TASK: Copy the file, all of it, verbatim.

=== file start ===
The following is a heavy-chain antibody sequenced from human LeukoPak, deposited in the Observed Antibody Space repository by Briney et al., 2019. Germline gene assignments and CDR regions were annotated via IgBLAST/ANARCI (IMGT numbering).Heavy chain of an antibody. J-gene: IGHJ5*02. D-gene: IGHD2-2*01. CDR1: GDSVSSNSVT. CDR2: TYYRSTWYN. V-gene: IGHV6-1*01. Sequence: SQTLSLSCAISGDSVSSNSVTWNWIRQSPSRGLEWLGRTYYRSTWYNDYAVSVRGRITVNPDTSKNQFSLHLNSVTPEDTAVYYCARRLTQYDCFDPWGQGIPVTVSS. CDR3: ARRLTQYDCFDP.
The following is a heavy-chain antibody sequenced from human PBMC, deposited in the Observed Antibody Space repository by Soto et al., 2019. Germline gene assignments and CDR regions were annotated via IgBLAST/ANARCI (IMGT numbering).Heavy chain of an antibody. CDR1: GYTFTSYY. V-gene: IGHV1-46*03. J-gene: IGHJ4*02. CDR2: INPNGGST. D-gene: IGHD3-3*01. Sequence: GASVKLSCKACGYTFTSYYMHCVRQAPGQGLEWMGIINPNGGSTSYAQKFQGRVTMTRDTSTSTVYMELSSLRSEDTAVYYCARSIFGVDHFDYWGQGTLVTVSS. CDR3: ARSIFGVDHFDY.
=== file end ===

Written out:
The following is a heavy-chain antibody sequenced from human LeukoPak, deposited in the Observed Antibody Space repository by Briney et al., 2019. Germline gene assignments and CDR regions were annotated via IgBLAST/ANARCI (IMGT numbering).Heavy chain of an antibody. J-gene: IGHJ5*02. D-gene: IGHD2-2*01. CDR1: GDSVSSNSVT. CDR2: TYYRSTWYN. V-gene: IGHV6-1*01. Sequence: SQTLSLSCAISGDSVSSNSVTWNWIRQSPSRGLEWLGRTYYRSTWYNDYAVSVRGRITVNPDTSKNQFSLHLNSVTPEDTAVYYCARRLTQYDCFDPWGQGIPVTVSS. CDR3: ARRLTQYDCFDP.
The following is a heavy-chain antibody sequenced from human PBMC, deposited in the Observed Antibody Space repository by Soto et al., 2019. Germline gene assignments and CDR regions were annotated via IgBLAST/ANARCI (IMGT numbering).Heavy chain of an antibody. CDR1: GYTFTSYY. V-gene: IGHV1-46*03. J-gene: IGHJ4*02. CDR2: INPNGGST. D-gene: IGHD3-3*01. Sequence: GASVKLSCKACGYTFTSYYMHCVRQAPGQGLEWMGIINPNGGSTSYAQKFQGRVTMTRDTSTSTVYMELSSLRSEDTAVYYCARSIFGVDHFDYWGQGTLVTVSS. CDR3: ARSIFGVDHFDY.